It’s always difficult to draw firm conclusions from epidemiological research. No matter how large the sample size and how carefully conducted the study, it’s seldom possible to be sure that the result you have found is what you were looking for, and not some kind of bias or confounding.
So when I heard in the news yesterday that overweight and obese people were at reduced risk of dementia, my first thought was “I wonder if that’s really true?”
In many ways, it’s a pretty good study. Certainly no complaints about the sample size: they analysed data on nearly 2 million people. With a median follow-up time of over 9 years, their analysis was based on a long enough time period to be meaningful. They had also thought about the obvious problem with looking at obesity and dementia, namely that obese people may be less likely to get dementia not because obesity protects them against dementia, but just because they are more likely to die of an obesity-related disease before they are old enough to develop dementia.
The authors did a sensitivity analysis in which they assumed that patients who died during the observation period had twice the risk of developing dementia had they lived of patients who survived to the end of follow-up. Although that weakened the negative association between overweight and dementia, it was still present.
There are, of course, other ways to do this. Perhaps it might have been appropriate to use a competing risks survival model instead of the Poisson model they used for their statistical analysis, and if you were going to be picky, you could say their choice of statistical analysis was a bit fishy (sorry, couldn’t resist).
But I don’t think the method of analysis is the big problem here.
For a start, although some of the most obvious confounders (age, sex, smoking, drinking, relevant medication use, diabetes, and previous myocardial infarction) were adjusted for in the analysis, there was no adjustment for socioeconomic status or education level, which is a big omission.
But more importantly, I think the major limitation of these results comes from what is known as the healthy survivor effect.
Let me explain.
The people followed up in the study were all aged over 40 at the start. But there was no upper age limit. Some people were aged over 90 at the start. And not surprisingly, most of the cases of dementia occurred in older people. Only 18 cases of dementia occurred in those aged 40-44, whereas over 12,000 cases were observed in those aged 80-84. So it’s really the older age groups who are dominating the analysis. Over half the cases of dementia occurred in people aged > 80, and over 90% occurred in people aged > 70.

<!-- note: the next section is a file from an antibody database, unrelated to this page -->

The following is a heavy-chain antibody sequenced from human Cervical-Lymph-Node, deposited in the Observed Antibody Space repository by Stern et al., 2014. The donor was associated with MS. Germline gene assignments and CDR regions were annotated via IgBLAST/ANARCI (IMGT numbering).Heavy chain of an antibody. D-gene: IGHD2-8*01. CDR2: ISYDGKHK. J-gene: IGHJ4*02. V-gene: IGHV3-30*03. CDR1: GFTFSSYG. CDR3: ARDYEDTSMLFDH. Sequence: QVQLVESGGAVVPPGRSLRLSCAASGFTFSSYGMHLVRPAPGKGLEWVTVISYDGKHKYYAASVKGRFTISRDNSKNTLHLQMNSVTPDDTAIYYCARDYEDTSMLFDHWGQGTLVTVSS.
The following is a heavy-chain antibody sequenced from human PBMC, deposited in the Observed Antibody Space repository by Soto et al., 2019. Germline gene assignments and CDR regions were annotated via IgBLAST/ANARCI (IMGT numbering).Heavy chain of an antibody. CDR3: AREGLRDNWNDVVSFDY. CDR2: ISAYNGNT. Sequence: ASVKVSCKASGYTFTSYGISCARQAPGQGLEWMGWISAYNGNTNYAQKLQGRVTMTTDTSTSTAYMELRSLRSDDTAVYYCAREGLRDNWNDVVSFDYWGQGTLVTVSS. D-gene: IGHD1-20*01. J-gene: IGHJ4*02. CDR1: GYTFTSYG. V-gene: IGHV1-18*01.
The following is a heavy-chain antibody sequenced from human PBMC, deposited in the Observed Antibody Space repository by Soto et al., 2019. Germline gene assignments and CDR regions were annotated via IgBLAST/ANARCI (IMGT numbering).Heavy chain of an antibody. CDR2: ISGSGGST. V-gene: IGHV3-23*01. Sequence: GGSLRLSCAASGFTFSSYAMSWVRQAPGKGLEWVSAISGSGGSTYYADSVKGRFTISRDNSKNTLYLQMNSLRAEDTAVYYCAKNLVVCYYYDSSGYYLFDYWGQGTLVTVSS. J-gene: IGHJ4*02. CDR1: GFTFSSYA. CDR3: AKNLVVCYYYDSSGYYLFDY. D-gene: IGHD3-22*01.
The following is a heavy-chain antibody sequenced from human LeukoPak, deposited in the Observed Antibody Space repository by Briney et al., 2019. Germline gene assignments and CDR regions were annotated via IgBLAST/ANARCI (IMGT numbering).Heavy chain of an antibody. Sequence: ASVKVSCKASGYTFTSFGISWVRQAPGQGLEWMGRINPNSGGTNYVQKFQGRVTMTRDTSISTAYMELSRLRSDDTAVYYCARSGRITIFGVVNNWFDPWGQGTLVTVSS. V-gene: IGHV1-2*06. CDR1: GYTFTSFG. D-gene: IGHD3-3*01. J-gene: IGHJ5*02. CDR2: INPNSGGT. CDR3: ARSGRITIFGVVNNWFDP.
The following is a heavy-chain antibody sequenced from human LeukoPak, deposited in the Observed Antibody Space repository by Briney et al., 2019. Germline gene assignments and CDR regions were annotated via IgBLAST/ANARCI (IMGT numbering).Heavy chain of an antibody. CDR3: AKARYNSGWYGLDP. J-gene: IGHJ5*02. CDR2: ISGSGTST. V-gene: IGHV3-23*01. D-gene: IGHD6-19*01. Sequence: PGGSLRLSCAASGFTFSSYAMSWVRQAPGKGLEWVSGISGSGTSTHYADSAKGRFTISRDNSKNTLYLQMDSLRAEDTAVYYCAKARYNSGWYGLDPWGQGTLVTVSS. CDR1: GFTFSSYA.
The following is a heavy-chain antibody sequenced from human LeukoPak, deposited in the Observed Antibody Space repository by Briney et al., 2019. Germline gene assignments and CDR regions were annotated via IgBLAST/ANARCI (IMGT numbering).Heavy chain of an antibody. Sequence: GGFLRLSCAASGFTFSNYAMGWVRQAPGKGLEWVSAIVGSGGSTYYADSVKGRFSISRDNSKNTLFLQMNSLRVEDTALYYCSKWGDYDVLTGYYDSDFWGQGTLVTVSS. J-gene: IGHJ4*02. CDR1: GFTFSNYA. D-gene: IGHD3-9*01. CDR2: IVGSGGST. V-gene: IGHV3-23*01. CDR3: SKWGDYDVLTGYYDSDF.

Now, let’s think about those 80+ year olds for a minute.
There is reasonably good evidence that obese people die younger, on average, than those of normal weight. So the obese people who were aged > 80 at the start of the study are probably not normal obese people. They are probably healthier than average obese people. Many obese people who are less healthy than average would be dead before they are 80, so would never have the chance to be included in that age group of the study.
So in other words, the old obese people in the study are not typical obese people: they are unusually healthy obese people.
That may be because they have good genes or it may be because something about their lifestyle is keeping them healthy, but one way or another, they have managed to live a long life despite their obesity. This is an example of the healthy survivor effect.
There will also be a healthy survivor effect at play in the people of normal weight at the upper end of the age range, but that will probably be less marked, as they haven’t had to survive despite obesity.
I think it is therefore possible that this healthy survivor effect may have skewed the results. The people with obesity may have been at less risk of dementia not because their obesity protected them, but because they were a biased subset of unusually healthy obese people.
This does not, of course, mean that obesity doesn’t protect against dementia. Maybe it does. One thing that would have been interesting would be to see the results broken down by the type of dementia. It is hard to believe that obesity would protect against vascular dementia, when on the whole it is a risk factor for other vascular diseases, but the hypothesis that it could protect against Alzheimer’s disease doesn’t seem so implausible.
What it does mean is that we have to be really careful when interpreting the results of epidemiological studies such as this one. It is always extremely hard to know to what extent the various forms of bias that can creep into epidemiological studies have influenced the results.